Can unsatisfactory economic performance be used as grounds for terminating a fixed-term lease?

With effect from 1 January 2014, the Civil Code introduced the possibility to terminate the fixed-term lease of an apartment in the event of a change in the circumstances on which the parties evidently based the decision to enter into the contract to such an extent that the tenant cannot be reasonably required to continue with the lease.

This provision not only applies for the lease of apartments, but also for the lease of premises for business purposes in accordance with Section 2311 of the Civil Code.

However, the Act does not specify what circumstances are considered serious enough that their change could justify the termination of a fixed-term lease. The Act thus leaves a wide margin for interpretation by the parties. However, the interpretation of the lessee and the lessor may differ diametrically, in which case the court must decide.

The Supreme Court recently dealt with a case where a lessee terminated the lease of business premises due to a substantial change in circumstances, which it saw in a failure to achieve the economic results it had expected.

The lessee, the operator of a canteen, rented a canteen on the lessor’s premises. The previous operator had entered into catering contracts with the other tenants on the premises, whose employees had frequented the canteen for lunch. The lessor had provided the lessee with information on the number of these employees, as well as the prices for which the previous operator had provided lunches.

Although the lessor did not guarantee that the lessee would operate the canteen under the same terms, the lessee based its decision to enter into the contract on the assumption that the number of employees coming for lunch would remain the same.

Other tenants (employers), however, terminated their catering contracts with the lessee over time, or they offered their employees a different form of catering, particularly in the form of meal vouchers, and their employees stopped attending the canteen for lunch.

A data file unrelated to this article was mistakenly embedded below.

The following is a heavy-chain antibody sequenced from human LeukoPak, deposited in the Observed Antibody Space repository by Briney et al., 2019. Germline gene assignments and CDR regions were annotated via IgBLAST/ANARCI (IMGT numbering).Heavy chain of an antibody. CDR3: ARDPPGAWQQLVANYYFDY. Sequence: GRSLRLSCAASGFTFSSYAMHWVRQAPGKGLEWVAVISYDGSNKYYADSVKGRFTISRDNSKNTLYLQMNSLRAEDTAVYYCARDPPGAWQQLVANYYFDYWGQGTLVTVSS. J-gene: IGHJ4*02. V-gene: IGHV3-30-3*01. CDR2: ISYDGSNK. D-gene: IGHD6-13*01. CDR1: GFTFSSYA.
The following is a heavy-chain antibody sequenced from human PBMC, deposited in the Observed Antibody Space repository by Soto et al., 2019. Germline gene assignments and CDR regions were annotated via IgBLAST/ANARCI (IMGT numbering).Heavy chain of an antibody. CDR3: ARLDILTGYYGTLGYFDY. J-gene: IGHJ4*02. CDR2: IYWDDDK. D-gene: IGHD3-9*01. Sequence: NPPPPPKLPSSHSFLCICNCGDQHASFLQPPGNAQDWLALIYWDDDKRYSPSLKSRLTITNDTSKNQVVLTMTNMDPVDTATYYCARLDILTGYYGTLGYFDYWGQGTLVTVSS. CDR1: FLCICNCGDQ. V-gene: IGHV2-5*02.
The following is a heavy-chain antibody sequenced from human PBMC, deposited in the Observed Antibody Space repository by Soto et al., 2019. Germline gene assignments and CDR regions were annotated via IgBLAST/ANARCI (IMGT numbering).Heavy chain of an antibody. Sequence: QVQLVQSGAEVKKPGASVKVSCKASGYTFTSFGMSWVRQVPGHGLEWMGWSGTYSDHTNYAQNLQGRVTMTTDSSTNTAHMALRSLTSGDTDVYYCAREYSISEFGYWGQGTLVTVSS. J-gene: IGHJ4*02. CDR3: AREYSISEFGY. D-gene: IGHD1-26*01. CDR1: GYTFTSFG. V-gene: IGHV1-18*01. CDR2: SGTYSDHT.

The lessee therefore gave the lessor notice of termination on the lease of the premises with reference to the change in the circumstances on which the lessee based its decision to enter into the contract.

The lessee argued that when concluding the lease agreement, it had assumed the current situation would remain unchanged, as the staff canteen had been operated on the lessor’s premises for decades before the lessee entered into the contract, so the lessee expected to continue operating the canteen for decades to come.

The lessee’s notice was therefore basically justified by the fact that the lessee was not doing as well in its business as it had expected in the light of the previous tenant’s results.

So how did the courts tackle the question of whether unsuccessful business can be grounds for terminating a fixed-term lease?

The Supreme Court concluded that it was necessary to differentiate between objectively existing circumstances (conditions, situation) and assumptions that the parties create based on these circumstances.

The fact that the parties entered into a lease agreement in a situation where catering services had been provided by the previous canteen operator, who had concluded catering contracts with individual employers on the premises, could not lead the lessee to legitimately assume that the number of employees coming for lunch would remain the same.

The possibility that employers would not conclude catering contracts with the plaintiff or terminate their contracts during the lease relationship, or that the preferences of employees would change, can be classified as business risks. According to the Supreme Court, however, the provisions of Section 2287 of the Civil Code are not intended to protect against business risks.

Thus, the Supreme Court concluded that the mere fact an entrepreneur does not achieve the economic results it anticipated (or that it initially achieved) is not a change in circumstances permitting the termination of a fixed-term lease.

According to the Supreme Court, notice on the grounds of a substantial change in circumstances allows tenants to respond to exceptional and unforeseen situations in cases where it would be unfair to require them to continue with the lease.

Although there is still insufficient case-law to sufficiently define these circumstances, it is conceivable that notice of termination by a restaurant (canteen) operator would be justified due to a ban on smoking in all restaurants and the associated outflow of customers, or a ban on raising animals for fur for a fur farmer and the like. In such cases, there is no doubt that this is an exceptional and unforeseeable situation, where legislators fundamentally change (or even forbid) conditions for the operation of such a business.

Thus, when a lease is terminated due to a substantial change in circumstances, it is always vital to carefully assess whether the grounds in question are indeed sufficiently serious to justify such termination. Otherwise, the lessee exposes itself to the risk of wrongful termination, as in the case of the aforementioned canteen operator.

Consequently, it is always advisable to seek professional legal advice to assess the legitimacy of termination before giving notice due to a substantial change in circumstances.

For more information, please contact our office’s partner, Mgr. Jiří Kučera, e-mail: jkucera@kuceralegal.cz ; tel.: +420604242241.

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